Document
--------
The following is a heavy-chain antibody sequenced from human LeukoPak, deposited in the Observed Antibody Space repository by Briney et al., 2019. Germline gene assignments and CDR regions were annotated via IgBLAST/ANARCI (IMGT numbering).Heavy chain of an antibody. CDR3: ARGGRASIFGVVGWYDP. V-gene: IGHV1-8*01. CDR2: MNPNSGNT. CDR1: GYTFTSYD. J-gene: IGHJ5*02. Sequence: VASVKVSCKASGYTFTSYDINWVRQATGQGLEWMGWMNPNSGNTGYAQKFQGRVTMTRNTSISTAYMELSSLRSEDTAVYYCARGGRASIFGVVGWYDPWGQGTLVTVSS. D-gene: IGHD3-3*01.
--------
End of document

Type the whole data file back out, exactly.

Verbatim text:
The following is a heavy-chain antibody sequenced from human LeukoPak, deposited in the Observed Antibody Space repository by Briney et al., 2019. Germline gene assignments and CDR regions were annotated via IgBLAST/ANARCI (IMGT numbering).Heavy chain of an antibody. CDR3: ARGGRASIFGVVGWYDP. V-gene: IGHV1-8*01. CDR2: MNPNSGNT. CDR1: GYTFTSYD. J-gene: IGHJ5*02. Sequence: VASVKVSCKASGYTFTSYDINWVRQATGQGLEWMGWMNPNSGNTGYAQKFQGRVTMTRNTSISTAYMELSSLRSEDTAVYYCARGGRASIFGVVGWYDPWGQGTLVTVSS. D-gene: IGHD3-3*01.